A Gambling Man : Charles II and The Restoration Paperback
by Jenny Uglow
Charles II was thirty when he crossed the Channel in fine May weather in 1660.
His Restoration was greeted with maypoles and bonfires, like spring after long years of Cromwell's rule.
But there was no going back, no way he could 'restore' the old.
Certainty had vanished. The divinity of kingship fled with his father's beheading. 'Honour' was now a word tossed around in duels. 'Providence' could no longer be trusted. As the country was rocked by plague, fire and war, people searched for new ideas by which to live.
Exactly ten years later Charles II would stand again on the shore at Dover, laying the greatest bet of his life in a secret deal with his cousin, Louis XIV. The Restoration decade was one of experiment: from the science of the Royal Society to the startling role of credit and risk, from the shocking licence of the court to the failed attempts at toleration of different beliefs.
Negotiating all these, Charles II, the 'slippery sovereign', played odds and took chances, dissembling and manipulating his followers.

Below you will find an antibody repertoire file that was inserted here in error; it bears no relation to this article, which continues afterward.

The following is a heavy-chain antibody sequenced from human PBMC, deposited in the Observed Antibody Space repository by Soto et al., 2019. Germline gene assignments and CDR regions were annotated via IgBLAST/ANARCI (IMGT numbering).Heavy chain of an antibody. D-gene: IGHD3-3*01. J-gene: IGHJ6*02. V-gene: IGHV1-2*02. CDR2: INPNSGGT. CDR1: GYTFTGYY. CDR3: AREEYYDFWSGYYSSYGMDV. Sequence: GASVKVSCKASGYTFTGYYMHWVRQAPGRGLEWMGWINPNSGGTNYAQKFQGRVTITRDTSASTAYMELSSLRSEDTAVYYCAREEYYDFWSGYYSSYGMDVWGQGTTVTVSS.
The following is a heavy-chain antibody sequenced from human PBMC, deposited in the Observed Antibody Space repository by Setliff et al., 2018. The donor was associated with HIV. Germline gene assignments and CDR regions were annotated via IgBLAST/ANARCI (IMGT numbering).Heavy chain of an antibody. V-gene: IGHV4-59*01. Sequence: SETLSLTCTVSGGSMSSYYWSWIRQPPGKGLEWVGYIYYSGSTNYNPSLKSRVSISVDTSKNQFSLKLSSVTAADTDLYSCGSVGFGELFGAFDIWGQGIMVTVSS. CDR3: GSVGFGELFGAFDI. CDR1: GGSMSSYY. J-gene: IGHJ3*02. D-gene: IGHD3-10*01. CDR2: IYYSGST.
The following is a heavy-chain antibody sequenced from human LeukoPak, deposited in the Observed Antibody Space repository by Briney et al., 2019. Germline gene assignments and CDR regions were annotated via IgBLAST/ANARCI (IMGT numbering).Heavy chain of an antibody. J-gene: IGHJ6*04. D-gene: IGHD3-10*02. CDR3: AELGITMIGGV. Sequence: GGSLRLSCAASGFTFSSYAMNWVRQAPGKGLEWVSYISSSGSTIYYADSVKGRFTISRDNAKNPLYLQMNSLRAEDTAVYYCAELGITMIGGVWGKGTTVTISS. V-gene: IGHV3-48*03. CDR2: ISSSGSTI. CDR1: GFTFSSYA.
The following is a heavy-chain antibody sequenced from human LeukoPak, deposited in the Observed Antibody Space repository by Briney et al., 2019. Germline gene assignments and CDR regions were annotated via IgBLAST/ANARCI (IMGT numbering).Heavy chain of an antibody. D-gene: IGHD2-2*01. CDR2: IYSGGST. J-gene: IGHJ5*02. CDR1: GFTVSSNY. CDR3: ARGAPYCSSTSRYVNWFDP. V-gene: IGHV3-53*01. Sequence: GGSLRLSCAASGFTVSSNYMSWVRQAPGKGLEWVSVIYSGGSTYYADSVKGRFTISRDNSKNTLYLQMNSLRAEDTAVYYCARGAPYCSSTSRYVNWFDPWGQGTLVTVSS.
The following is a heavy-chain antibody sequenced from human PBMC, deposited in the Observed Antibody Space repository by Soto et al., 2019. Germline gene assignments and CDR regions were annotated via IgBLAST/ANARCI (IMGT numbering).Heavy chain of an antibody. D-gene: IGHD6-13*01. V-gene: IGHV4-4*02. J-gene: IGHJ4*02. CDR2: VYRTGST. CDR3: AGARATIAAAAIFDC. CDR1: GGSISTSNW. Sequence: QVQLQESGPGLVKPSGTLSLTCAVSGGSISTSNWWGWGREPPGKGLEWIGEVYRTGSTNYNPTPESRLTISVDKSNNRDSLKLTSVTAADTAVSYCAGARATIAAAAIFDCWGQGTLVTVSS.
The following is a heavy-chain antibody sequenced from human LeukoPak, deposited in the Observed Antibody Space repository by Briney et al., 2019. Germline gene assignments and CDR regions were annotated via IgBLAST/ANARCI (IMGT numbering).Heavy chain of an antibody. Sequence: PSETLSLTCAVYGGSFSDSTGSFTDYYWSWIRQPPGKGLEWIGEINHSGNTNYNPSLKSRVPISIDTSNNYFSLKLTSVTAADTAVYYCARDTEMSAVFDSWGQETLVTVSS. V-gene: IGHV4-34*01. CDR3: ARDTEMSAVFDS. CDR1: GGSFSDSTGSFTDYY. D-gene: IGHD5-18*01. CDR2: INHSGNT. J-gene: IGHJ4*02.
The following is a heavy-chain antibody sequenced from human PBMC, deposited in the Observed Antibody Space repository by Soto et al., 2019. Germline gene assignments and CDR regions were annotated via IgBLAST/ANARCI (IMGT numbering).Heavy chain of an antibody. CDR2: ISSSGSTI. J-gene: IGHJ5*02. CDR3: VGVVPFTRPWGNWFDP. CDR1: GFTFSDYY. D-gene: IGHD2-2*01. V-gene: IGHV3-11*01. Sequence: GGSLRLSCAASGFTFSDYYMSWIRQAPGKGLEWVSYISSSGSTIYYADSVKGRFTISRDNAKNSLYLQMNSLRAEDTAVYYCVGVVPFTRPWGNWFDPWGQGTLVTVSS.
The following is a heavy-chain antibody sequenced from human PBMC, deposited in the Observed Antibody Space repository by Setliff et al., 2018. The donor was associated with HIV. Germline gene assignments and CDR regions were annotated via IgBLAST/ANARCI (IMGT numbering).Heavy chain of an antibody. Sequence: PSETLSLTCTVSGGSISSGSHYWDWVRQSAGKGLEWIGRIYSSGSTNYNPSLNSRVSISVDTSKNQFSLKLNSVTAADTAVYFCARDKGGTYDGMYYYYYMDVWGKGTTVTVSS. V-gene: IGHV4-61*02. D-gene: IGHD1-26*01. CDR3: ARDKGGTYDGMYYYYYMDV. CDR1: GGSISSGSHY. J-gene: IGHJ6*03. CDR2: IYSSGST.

The theatres were restored, but the king was the supreme actor. Yet while his grandeur, his court and his colourful sex life were on display, his true intentions lay hidden.
A Gambling Man is a portrait of Charles II, exploring his elusive nature through the lens of these ten vital years - and a portrait of a vibrant, violent, pulsing world, racked with plague, fire and war, in which the risks the king took forged the fate of the nation, on the brink of the modern world.
- Format: Paperback
- Pages: 608 pages, Illustrations (some col.), maps, ports. (some col.)
- Publisher: Faber & Faber
- Publication Date: 01/05/2010
- Category: Biography: royalty
- ISBN: 9780571217342
- Hardback from £17.95
- EPUB from £7.19
Showing 1 - 2 of 2 reviews.
Review by riverwillow